How the snowball grows is largely speculative. We presume that the non-adhesive liquid embolic agent at the distal tip of the microcatheter solidifies as it is exposed to blood and that the tip of the catheter offers a suitable surface where the non-adhesive liquid embolic agent can initially implant on. Then we presume that with each small incremental agent injection a new layer is added to the one before. Without a way for us to know for certain, it can be hypothesized that the new layer is added inside the injection before to cause it to grow (similar to how a multi-layer skin and mucosal layers are arranged, older is superficial and newer is deep), or and more likely, the new layer goes on top or outside the preceding layer (similar to how a snowball grows, older is central and newer is peripheral).
When the aggregate is small the dominant force acting on its molding is the blood flow. Notice that the initial right 7 images of the aggregated embolic agent in Fig. 1D are pointing anteriorly and elongated, which happens to be the same force vector of blood flow. When the aggregate reaches a critical mass, gravity becomes a more important molding force, which accounts for the increased amount of embolic substance posterior to the microcatheter on the last left 5 images of Fig. 1D.
This technique is not immune to criticisms. One such critic is the risk of premature detachment of a large aggregate that might be more harmful to the lung compared to the small embolic droplets used in the standard technique. Another disadvantage is the inherent instability of the snowball until a plug is achieved. There is also the additional time and radiation needed to execute this task. On the other hand, snowballing can be cost-saving as it may not necessitate using a balloon (e.g., balloon-assisted embolization) or placing large expensive embolic devices such as plugs or coils (e.g., pressure cooker technique) to slow down the flow [2,3]. It also might be the preferable option for fistulae that are only reachable with floppy microcatheters that cannot deliver non-liquid embolic options, and, therefore, alternative methods such as balloon-assisted embolization and the pressure cooker technique are not possible [2,3]. Additionally, this proposed predetermined volume stop cue technique can be used under a poor image quality environment when visual stop cue techniques are not suitable.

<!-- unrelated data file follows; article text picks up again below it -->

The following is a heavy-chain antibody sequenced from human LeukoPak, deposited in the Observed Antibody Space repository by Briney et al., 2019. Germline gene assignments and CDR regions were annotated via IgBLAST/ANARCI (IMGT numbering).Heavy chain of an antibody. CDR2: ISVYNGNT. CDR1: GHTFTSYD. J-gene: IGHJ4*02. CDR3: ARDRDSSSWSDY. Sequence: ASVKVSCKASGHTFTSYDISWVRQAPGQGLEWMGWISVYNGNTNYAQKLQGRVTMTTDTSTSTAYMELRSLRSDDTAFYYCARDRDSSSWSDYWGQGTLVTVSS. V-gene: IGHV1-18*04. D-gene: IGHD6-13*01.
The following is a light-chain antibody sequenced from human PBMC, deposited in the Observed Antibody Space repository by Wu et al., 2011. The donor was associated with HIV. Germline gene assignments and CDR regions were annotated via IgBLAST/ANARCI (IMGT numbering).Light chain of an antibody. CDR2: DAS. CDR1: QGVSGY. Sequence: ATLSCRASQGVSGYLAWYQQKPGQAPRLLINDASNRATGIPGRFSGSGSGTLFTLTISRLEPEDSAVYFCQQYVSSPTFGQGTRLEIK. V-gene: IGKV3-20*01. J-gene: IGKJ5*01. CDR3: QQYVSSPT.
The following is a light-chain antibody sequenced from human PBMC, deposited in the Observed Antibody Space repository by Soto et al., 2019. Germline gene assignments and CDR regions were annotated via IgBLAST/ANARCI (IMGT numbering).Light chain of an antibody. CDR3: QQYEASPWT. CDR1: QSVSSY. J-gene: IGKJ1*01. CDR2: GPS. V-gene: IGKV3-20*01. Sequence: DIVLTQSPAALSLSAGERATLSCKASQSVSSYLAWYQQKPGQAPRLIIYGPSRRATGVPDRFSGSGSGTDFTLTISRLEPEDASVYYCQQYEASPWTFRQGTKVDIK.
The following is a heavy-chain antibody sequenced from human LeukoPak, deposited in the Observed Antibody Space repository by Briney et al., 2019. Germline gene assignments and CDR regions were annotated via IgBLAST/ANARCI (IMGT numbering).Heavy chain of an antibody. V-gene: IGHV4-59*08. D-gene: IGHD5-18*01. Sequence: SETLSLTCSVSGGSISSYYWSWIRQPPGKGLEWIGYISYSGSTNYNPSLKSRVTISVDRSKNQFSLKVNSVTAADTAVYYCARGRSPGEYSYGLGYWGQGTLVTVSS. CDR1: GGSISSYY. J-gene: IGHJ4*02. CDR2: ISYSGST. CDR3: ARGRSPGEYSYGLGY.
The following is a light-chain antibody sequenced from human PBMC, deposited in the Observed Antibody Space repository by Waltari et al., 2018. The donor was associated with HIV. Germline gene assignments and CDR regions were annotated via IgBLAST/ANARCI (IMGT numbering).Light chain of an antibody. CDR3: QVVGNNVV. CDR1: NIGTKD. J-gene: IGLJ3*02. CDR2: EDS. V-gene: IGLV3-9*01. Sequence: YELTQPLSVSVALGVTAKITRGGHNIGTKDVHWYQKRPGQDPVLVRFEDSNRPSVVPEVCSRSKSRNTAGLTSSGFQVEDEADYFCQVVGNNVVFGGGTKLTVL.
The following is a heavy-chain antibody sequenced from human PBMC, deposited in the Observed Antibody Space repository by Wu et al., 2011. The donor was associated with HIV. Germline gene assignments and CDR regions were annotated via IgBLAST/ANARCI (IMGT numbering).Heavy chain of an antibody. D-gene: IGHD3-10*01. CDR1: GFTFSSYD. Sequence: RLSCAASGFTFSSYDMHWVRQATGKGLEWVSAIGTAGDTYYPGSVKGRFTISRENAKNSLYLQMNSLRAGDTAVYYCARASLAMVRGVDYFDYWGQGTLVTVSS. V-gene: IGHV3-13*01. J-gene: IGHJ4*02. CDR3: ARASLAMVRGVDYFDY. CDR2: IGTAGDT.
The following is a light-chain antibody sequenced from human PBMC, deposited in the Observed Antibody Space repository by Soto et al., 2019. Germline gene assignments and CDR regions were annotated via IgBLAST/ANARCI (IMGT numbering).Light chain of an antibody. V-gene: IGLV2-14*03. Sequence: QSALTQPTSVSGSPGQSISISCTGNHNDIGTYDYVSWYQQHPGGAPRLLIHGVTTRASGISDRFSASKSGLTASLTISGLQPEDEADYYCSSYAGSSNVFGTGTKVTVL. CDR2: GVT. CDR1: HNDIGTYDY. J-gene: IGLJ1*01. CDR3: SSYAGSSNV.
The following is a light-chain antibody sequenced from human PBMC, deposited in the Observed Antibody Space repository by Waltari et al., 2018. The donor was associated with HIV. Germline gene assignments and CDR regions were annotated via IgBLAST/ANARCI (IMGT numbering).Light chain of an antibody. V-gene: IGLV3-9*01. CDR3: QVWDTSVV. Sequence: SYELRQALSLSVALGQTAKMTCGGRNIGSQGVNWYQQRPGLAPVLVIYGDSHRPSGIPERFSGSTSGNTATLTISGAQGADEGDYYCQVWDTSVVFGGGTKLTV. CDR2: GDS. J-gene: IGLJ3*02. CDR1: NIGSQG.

Hypothetically, the technique might be made more effective by using a larger diameter catheter as bigger objects offer a larger surface to implant the aggregate on. Also, greater viscosity embolic material should be less vulnerable to flow forces. Combining the snowball technique with other known techniques (e.g., blood pressure reduction or mechanical compression when feasible) is likely to have additive value.
The technique was used 3 times by the authors with no complications. Technical success was achieved in 2 and in 1 attempt it was abandoned for an alternative technique.


In conclusion, this technique may be used under poor image quality when visual stop cues are unfavorable. It may also be preferable in situations where non-liquid embolic agents cannot be delivered such as with the usage of floppy micro-catheters. This technique also has cost-saving benefits when compared to the usage of plugs or coils. A drawback to this technique is a higher potential harm from premature dislodgement due to the size of the embolic agent aggregate. In addition, execution of this technique requires more time and radiation. All in all, we believe this technique to have utility in the treatment of high-flow arteriovenous fistulas.




Ethics Statement